The Role of the East St. Louis Race Riots
The organizers sought, among other goals, to “make impossible a repetition” of the cruelty and loss of life of the East St. Louis race riots (also known as the East St. Louis Massacre). The violence in East St. Louis had occurred in the context of ongoing racist attitudes. Additionally, mounting tensions resulted from increasing numbers of Black Southerners moving to Northern cities in search of more rights, better work, and less violence. This migration pattern is referred to as the Great Migration. Resulting increases in the Black population of Northern cities often led to changes in the job market and the racial makeup of neighborhoods, white Northerners generally considered these changes unwelcome.
The East St. Louis Riots of 1917
Tension in East St. Louis came to a head in May 1917. White union workers were striking at two plants important to US participation in World War I. The government responded by enticing more Black workers to East St. Louis with a promise of work and by using the Illinois National Guard to ensure Black workers could cross the picket lines. White workers saw the power of their unions dissolve and took their anger out in sporadic violence on Black workers and others. Ilinois authorities did little to curb the behavior.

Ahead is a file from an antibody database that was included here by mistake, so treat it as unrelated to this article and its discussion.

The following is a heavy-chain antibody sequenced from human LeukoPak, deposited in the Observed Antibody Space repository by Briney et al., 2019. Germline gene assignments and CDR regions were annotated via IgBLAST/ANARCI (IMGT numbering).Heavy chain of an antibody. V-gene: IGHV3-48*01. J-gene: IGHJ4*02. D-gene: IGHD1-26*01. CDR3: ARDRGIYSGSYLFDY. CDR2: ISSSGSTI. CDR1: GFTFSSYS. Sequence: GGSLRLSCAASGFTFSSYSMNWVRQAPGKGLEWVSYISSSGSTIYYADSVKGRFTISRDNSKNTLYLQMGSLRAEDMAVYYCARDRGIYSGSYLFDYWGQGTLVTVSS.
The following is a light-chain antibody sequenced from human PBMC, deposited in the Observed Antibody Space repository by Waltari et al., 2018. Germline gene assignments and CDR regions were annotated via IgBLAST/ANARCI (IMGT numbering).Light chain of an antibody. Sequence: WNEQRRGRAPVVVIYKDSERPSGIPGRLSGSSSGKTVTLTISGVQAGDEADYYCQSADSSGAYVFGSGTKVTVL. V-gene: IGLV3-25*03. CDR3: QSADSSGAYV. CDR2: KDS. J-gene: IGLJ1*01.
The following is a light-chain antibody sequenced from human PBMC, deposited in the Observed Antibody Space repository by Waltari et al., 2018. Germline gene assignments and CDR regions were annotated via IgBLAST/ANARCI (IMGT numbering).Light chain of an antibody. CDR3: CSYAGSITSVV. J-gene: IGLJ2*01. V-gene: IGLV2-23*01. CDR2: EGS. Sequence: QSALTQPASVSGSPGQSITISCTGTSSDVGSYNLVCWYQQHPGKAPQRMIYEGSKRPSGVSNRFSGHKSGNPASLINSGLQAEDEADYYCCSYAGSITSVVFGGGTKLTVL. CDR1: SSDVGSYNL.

On July 1, 1917, an unknown number of armed Black men, in an apparent attempt to defend themselves, unintentionally killed two white police officers. Word spread of the killings along with rumors of other offenses, and on July 2, white groups set out to avenge the officers’ deaths.
Carlos F. Hurd, an employee of the St. Louis Post-Dispatch, described the violence that left at least 40 people dead, hundreds wounded, Black neighborhoods razed, and over 6,000 people living as refugees: “The assaults and murders were cold-blooded, deliberate and incredibly brutal. . . . They were the work of groups of men and women who sought out and burned out the Negroes and then shot, beat, kicked or hanged them.”
Multiple eyewitnesses accused the agencies charged with keeping the peace with failing to act and even joining in on the violence.
What the Silent Protestors Achieved
Although a delegation from New York obtained an appointment with President Wilson on August 1, 1917, to discuss anti-lynching legislation, the President refused to keep the appointment. In 1918 a Missouri representative introduced the Dyer Anti-Lynching Bill to the House of Representatives, but the nation would not successfully pass national legislation advancing the civil rights of Black citizens until 1957.
So was the Silent Parade unsuccessful? Regardless of the quantifiable outcomes, Black people in the US took pride in having achieved such a massive undertaking. Additionally, although the result was not immediate, local enforcement efforts did reduce the numbers of lynchings.
Isabel Wilkerson, a Pulitzer Prize-winning journalist and author of a book about the Great Migration considers the impact of the Silent Parade of 1917 to be significant: “The imagery of people taking a stand in a mass demonstration sometimes becomes . . . the visible manifestation of the resistance to injustice. It’s a reminder that there are many people who are willing to put themselves on the line, to march, to show the world that they are representing many thousands, if not millions, of people who agree with them.”